The Plea, by Rudolf Salomon Cortissos
Case of John Demjanjuk, the notorious Nazi concentration guard
Unfortunately, the world does not change. The Inquisition in the Iberian Peninsula, the pogroms in the former Eastern European countries, the contemporary Holocaust denial and anti-Semitism still prevalent everywhere. But the Shoah puts this head and shoulders above all the rest. Six million Jews were gassed, shot, buried alive in quicklime, they were betrayed, froze to death, starved, neutered or spayed, subjected to deadly experiments or they were tortured, humiliated and dishonourably buried.
That was in 1940-1945. Today we are faced with Darfur, Rwanda, Srebrenica and prisons where degrading conditions prevail. Apparently man still cannot behave.
I'm actually not happy to be here. It's like a dream, something completely unreal. More than 67 years ago, on May 21, 1943, my mother was murdered in Sobibor, and I, her son who never knew her, have the opportunity to speak with those present in the courtroom at Munich. After being betrayed by a member of the NSB (The National Socialist Movement in the Netherlands) my mother was arrested while travelling on a tram. She was sent to the Westerbork transit camp in Amsterdam on May 11, 1943. On May 18, 1943 my mother was taken from Westerbork transit camp and forced onto a cattle train. The train departed in an easterly direction. During her journey she managed to write a letter and throw it off the train.
Now I can feel close and personal with the names of the many dead, murdered and living, show the world that the effects of the Holocaust still play a major role almost daily. This applies not only to me, but also to very many people in the same situation around the world.
Who I am? Born 1939 in Amsterdam, Holland, I was from late 1941 to the end of the war completely alone, having to hide under a false name, when like a package I was given away to strangers. My mother never saw me. Imagine what that means for a child and the parents? Within me, my Portuguese-Jewish descent died with the fate of my mother and 63 other members of the family who perished in the gas chambers of Auschwitz and Sobibor. I actually feel that I am representing all the 4,500 Portuguese Ashkenazi Jews and other 97,500 killed. Eventually there is no distinction.
As mentioned, it plays almost a daily part in my life, a life that has fortunately developed well. But imagine what it means to be without parents, grandparents, uncles, aunts, cousins and no expanding family.
Please be aware and consider the following:
Normally we can go to the toilet when the need be, instead of having to travel eastward on a cattle train to share a bucket with 100 complete strangers.
To breathe fresh air instead of suffering the stifling foul air that my mother with her asthmatic breathing problems had to endure for three days on route to Poland.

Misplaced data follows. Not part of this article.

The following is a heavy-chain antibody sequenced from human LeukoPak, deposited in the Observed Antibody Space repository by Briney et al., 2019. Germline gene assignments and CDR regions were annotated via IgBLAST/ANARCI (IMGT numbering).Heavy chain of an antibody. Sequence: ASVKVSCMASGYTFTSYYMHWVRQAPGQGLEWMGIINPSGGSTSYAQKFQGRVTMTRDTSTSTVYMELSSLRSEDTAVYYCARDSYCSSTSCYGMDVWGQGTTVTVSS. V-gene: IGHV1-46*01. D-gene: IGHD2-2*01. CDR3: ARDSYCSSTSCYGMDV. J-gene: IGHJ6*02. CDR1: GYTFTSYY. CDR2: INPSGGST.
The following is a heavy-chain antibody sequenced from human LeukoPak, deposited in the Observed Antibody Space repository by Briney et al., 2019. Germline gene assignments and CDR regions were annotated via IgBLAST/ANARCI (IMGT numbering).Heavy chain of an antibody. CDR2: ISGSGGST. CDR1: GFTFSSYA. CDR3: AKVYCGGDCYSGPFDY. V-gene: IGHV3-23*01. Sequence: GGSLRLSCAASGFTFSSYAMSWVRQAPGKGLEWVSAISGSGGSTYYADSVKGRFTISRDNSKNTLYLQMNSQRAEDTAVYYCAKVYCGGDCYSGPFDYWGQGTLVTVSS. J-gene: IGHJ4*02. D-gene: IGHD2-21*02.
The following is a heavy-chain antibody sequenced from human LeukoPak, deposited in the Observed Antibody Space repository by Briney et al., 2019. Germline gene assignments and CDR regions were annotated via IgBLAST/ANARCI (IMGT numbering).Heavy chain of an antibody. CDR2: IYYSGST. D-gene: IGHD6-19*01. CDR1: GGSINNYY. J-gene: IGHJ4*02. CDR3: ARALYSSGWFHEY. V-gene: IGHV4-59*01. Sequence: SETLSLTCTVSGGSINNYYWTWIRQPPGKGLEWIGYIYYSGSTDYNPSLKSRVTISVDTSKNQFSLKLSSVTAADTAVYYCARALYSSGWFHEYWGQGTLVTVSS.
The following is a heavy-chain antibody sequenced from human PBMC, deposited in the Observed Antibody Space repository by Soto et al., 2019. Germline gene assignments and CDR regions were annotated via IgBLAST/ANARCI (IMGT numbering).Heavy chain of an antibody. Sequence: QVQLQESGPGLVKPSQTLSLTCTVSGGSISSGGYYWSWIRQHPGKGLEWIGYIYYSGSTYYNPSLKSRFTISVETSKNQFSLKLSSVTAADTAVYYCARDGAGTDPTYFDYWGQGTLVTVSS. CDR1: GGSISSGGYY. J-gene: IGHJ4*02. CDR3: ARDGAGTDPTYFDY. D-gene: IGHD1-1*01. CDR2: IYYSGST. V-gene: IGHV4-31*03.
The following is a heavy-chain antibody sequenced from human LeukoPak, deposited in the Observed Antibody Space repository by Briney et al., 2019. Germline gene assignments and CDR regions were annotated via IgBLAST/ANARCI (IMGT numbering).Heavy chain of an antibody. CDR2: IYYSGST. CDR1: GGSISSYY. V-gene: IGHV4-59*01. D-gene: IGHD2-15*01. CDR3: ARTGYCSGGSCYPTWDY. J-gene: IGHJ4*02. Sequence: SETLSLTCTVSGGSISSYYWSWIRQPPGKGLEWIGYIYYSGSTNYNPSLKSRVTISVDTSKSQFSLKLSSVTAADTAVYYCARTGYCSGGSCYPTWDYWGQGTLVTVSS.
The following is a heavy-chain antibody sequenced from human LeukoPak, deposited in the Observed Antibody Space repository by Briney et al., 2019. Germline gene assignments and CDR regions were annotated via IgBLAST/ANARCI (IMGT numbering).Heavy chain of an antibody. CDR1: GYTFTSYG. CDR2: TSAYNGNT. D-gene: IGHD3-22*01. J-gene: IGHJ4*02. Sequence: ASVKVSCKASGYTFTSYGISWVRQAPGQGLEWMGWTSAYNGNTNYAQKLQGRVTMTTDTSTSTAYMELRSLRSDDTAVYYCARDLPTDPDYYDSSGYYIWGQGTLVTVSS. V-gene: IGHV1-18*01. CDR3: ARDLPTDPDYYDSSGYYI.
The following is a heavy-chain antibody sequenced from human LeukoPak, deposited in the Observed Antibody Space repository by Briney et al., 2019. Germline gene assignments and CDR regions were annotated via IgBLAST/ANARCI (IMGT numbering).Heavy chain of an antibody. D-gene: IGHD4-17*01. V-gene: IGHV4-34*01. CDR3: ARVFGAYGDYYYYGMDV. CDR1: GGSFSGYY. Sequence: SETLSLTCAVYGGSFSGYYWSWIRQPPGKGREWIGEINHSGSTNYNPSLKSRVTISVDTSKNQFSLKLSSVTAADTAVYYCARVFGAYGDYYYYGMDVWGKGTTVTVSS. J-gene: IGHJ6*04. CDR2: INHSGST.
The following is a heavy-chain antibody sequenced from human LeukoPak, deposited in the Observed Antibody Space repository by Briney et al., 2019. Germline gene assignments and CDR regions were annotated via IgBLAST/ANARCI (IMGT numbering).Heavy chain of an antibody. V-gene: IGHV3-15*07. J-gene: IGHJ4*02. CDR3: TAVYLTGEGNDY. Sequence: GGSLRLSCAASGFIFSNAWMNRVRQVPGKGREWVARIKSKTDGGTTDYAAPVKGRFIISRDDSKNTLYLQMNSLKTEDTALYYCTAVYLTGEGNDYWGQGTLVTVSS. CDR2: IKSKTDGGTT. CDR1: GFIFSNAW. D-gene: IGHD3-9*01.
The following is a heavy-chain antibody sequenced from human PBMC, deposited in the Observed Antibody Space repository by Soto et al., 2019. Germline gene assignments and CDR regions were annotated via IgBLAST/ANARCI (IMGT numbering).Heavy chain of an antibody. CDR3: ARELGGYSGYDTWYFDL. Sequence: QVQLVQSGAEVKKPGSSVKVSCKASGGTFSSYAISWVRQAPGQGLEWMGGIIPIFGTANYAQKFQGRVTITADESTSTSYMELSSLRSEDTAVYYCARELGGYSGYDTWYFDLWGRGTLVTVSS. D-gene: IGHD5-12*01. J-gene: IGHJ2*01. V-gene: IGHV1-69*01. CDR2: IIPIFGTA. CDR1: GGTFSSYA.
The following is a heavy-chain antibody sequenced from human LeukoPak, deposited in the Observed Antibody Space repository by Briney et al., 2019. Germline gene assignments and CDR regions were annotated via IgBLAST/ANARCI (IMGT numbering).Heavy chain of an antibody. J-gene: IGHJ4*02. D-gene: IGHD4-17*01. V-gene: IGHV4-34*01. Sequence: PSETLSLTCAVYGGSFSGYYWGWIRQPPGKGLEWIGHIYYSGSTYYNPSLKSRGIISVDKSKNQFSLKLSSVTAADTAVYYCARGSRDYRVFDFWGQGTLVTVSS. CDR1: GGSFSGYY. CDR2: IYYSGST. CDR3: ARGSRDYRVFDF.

To enjoy a meal at home or in a restaurant, other than being denied any food or drink and left to starve.
To be able to sleep only when you are tired, other than being beaten into submission with a whip and forced naked into a gas chamber - Take a shower with a multitude of other naked people, crowded together, to choke instead of bath.
Please align your thoughts according to my experiences and try to perceive and understand my way of thinking:
A warming fire with a hearth, against an incinerator where people were burned.
A visit to the hairdresser when we like, but my mother and her sister were forced shaved at Sobibor.
An evening at a concert to hear the music of your choice versus the music that was controlled by Nazi officers at the train station played by doomed Jewish musicians in order to keep the prisoners calm.
A visit to the dentist for professional treatment versus the extraction of gold teeth from the mouths of the deceased said six million.
Yes, these comparisons are graphic and terrible.
I often discuss this subject with friends, there is much writing to be read in the public domain. In the media around the world, there is always images and films on the Holocaust being broadcast on television shows and in cinema. And how many books based on this theme have been written and are being read? But I am frequently plagued and confronted with these thoughts, not every day but at least several times a week. How is it possible that people have evolved themselves in this way and who are now subjected with these thoughts and memories for the rest of their lives?
The world needs to know what role a man like Demjanjuk had played during the war. It will never be over and this man will never escape punishment if guilty. We cannot and must not forget. We must make our contributions to describing the true facts about the horrors of the Holocaust, so that nothing ever as terrible as this never occurs again.
Rudie Cortissos, Amsterdam
Case of John Demjanjuk.
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